News & Views » Columns

Costly wounds

Gunfire and poor health care coverage are a costly combination, according to the Journal of the American Medical Association (JAMA). Acute care and follow-up treatment costs for gunshot wounds incurred throughout the country in 1994 was $2.3 billion.

Taxpayers ended up paying nearly half that bill, with $1.1 billion (49 percent) coming from government programs such as Medicaid, the report states.

Private insurance paid 18 percent for gunshot wounds and other sources paid 33 percent.

During the study year – the most recent for which adequate data were available – there were 134,445 gunshot wounds in the United States, with the average lifetime medical cost per injury of about $17,000, according to the report.

"I would not contest their numbers," says Detroit trauma surgeon Dr. Scott Dulchavsky, "but they are probably lowballing it."

Dulchavsky, the chief of surgery at Detroit Receiving Hospital, says that about 40 percent of its gunshot patients do not have health insurance. With one of the busiest trauma units in the country, Receiving routinely has 25 to 50 of its 250 beds occupied by gunshot victims. Receiving treated 317 gunshot wounds in 1998, says Dulchavsky.

Philip J. Cook, Ph.D., of the Stanford Institute of Public Policy at Duke University, says he and his colleagues did the study to add to the ongoing debate over gun control.

"I think it changes the topic of conversation in a useful way," says Cook about the report. "The fact is that it isn’t just someone else’s problem but a problem that everyone shares."

The JAMA report also states that government programs are the primary payers of emergency room costs for 62.5 percent of spinal cord injuries due to gunshots and 88.6 percent of spinal injury cases after initial hospitalization.

Dulchavsky describes the cost involved with a 22-year old patient who was shot in the neck and is now a quadriplegic. After a month in intensive care, the patient was in the hospital’s spinal cord rehabilitation unit. Dulchavsky estimates that this patient’s time at Receiving cost about $250,000. "He will be on a breathing machine his entire life," he says. "And quadriplegics are considerably more likely to have other complications. He will be in the hospital two or three times a year." These additional hospital visits will run $50,000 to $75,000 annually, he says.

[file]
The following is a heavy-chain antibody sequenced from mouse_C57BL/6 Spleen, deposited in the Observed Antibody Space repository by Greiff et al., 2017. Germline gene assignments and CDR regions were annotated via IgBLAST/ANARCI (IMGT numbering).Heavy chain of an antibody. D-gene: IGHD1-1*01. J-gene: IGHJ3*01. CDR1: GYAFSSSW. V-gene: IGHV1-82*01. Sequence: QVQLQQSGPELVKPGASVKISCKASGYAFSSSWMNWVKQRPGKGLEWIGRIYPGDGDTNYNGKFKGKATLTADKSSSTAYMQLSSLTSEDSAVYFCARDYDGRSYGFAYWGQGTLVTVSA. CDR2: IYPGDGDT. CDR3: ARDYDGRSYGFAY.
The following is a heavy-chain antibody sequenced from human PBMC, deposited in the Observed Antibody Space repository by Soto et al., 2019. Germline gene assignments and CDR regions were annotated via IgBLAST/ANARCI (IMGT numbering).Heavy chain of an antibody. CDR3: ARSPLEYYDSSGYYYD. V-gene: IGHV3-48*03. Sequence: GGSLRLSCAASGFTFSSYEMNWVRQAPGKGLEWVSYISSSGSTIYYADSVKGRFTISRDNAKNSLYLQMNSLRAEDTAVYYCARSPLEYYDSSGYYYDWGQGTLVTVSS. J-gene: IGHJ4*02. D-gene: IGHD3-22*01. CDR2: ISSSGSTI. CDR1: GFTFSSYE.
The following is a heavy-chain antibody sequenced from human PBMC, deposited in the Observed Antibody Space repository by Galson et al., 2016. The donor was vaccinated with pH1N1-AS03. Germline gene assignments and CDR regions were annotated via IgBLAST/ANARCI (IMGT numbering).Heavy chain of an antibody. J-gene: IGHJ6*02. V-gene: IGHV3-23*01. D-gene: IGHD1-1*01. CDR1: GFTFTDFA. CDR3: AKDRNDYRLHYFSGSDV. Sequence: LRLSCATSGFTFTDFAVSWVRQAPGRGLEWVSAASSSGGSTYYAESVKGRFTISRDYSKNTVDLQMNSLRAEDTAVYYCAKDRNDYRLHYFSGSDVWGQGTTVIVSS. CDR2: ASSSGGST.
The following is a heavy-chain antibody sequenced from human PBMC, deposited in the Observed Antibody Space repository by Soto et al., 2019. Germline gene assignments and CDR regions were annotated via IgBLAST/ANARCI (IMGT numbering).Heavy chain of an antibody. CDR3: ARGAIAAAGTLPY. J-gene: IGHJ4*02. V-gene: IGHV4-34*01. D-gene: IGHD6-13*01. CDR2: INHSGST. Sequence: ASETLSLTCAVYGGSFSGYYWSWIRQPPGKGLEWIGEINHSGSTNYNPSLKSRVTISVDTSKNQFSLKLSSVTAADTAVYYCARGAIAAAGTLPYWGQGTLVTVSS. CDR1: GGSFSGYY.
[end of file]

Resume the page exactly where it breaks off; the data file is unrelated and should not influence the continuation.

Dulchavsky cites other gunshot costs to society including government assistance to the temporarily disabled. "Routine gunshot wounds can put a person out of work three to six months and sometimes a year," he says. Many patients suffer from depression and treatment for this adds up, says Dulchavsky, along with "the whole criminal justice system and the cost of going after perpetrators."

Dr. Brooks Bock is the chief of emergency at DRH and the chair of the Department of Emergency Medicine at Wayne State University’s Medical School. Though Bock has no way of knowing whether the JAMA report figures are accurate, he says that "they certainly reflect the tremendous cost to society of something that is clearly preventable."

Bock says the vast majority of gunshot wounds happen to young men. "The costs as you can imagine become enormous over a lifetime," he says. "It is a tragedy, a national tragedy."

comment